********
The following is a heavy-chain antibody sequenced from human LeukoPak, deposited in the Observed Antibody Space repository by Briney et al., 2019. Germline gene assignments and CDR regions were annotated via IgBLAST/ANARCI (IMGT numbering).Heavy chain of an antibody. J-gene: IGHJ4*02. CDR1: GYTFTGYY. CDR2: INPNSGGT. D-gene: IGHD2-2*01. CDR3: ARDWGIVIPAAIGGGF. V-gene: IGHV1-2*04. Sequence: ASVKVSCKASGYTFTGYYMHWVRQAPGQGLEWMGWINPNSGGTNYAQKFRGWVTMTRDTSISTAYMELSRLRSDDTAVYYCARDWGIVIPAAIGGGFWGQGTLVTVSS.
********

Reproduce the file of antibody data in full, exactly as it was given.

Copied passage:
The following is a heavy-chain antibody sequenced from human LeukoPak, deposited in the Observed Antibody Space repository by Briney et al., 2019. Germline gene assignments and CDR regions were annotated via IgBLAST/ANARCI (IMGT numbering).Heavy chain of an antibody. J-gene: IGHJ4*02. CDR1: GYTFTGYY. CDR2: INPNSGGT. D-gene: IGHD2-2*01. CDR3: ARDWGIVIPAAIGGGF. V-gene: IGHV1-2*04. Sequence: ASVKVSCKASGYTFTGYYMHWVRQAPGQGLEWMGWINPNSGGTNYAQKFRGWVTMTRDTSISTAYMELSRLRSDDTAVYYCARDWGIVIPAAIGGGFWGQGTLVTVSS.